Payoff Table Mini-case

Payoff Table Mini-case

 

Ever since graduating you have been working as an analyst trainee for a financial conglomerate.  Every trainee is rotated through four areas; yours were international investing, real estate, personal finance, and health care.  In each area you were teamed with one of the permanently assigned analysts, so you could absorb their specialized knowledge and they could have you do all the boring work.  Having recently completed your training rotations, you are about to receive a permanent assignment of your own.  You have been given one final task, however, you must recommend a recent MBA graduate who will take your place in the training rotation and serve as your junior analyst during the first months of your permanent assignment.

 

Obviously you want to pick the most qualified candidate (for the company’s sake), but you also want to pick a candidate that will be most helpful to you during those important first months when you have to impress everyone.  The problem is that you haven’t been told which of the four areas will be your permanent assignment.  What you have been able to learn from colleagues and staff indicates to you there is a 35% chance you will be placed in International Investing, a 35% possibility of ending up in Personal Finance, a 20% chance of working in Real Estate, and only a 10% possibility of an assignment to Health Care.

 

You have spent the past month sorting through resumes and first-contact interview reports from the various campuses.  You ultimately invited five people for a second interview and office visit.  During those visits, you used some fairly difficult standard tests provided by Human Resources, as well as your own impressions and comments received from the other interviewers, to evaluate each candidate on five measures: aptitude, analytical training, experience, creativity, and interest.  Not knowing where you will be permanently placed, you had to evaluate each candidate for each of the four possible areas.  The data from these evaluations, scored on a scale of 1 to 7 (a Likert scale), are shown below.  The sum of the individual scores becomes each candidate’s overall score for that area, with a higher score being better.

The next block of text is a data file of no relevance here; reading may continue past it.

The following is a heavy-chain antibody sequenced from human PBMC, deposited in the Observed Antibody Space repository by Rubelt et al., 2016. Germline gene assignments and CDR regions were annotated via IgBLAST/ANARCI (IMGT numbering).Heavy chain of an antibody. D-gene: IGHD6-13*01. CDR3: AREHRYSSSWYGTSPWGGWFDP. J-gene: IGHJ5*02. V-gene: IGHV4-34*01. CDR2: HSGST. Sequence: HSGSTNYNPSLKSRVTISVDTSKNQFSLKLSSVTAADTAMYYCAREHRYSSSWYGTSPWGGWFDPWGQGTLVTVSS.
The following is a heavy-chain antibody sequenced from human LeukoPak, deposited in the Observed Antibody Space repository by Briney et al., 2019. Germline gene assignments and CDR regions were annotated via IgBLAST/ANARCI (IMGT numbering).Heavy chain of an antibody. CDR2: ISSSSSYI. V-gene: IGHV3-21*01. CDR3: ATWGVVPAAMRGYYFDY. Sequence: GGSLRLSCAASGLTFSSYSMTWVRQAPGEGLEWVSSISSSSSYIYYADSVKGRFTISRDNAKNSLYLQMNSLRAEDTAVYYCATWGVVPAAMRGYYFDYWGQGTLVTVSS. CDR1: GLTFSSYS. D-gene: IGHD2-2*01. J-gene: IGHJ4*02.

Samantha Lindle from Wake Forest:
International Investing Real Estate Personal Finance Health Care
Aptitude 7 3 1 5
Analytical Training 2 3 3 2
Experience 1 2 1 3
Creativity 4 5 4 6
Interest 6 1 1 5
       
Andy Karoly from Duke
International Investing Real Estate Personal Finance Health Care
Aptitude 6 1 5 2
Analytical Training 7 2 4 3
Experience 5 2 4 1
Creativity 5 3 1 3
Interest 7 1 1 1
Wendy Lee from UNC
International Investing Real Estate Personal Finance Health Care
Aptitude 2 3 4 5
Analytical Training 3 3 4 3
Experience 1 3 2 5
Creativity 4 3 3 4
Interest 3 7 5 6
Tom Roberts from Virginia
International Investing Real Estate Personal Finance Health Care
Aptitude 1 5 6 2
Analytical Training 6 1 4 6
Experience 2 3 1 2
Creativity 4 2 4 6
Interest 3 4 3 3
Bill Williams from Clemson
International Investing Real Estate Personal Finance Health Care
Aptitude 3 2 3 2
Analytical Training 3 2 2 1
Experience 2 3 1 2
Creativity 3 2 4 3
Interest 3 2 3 3

 

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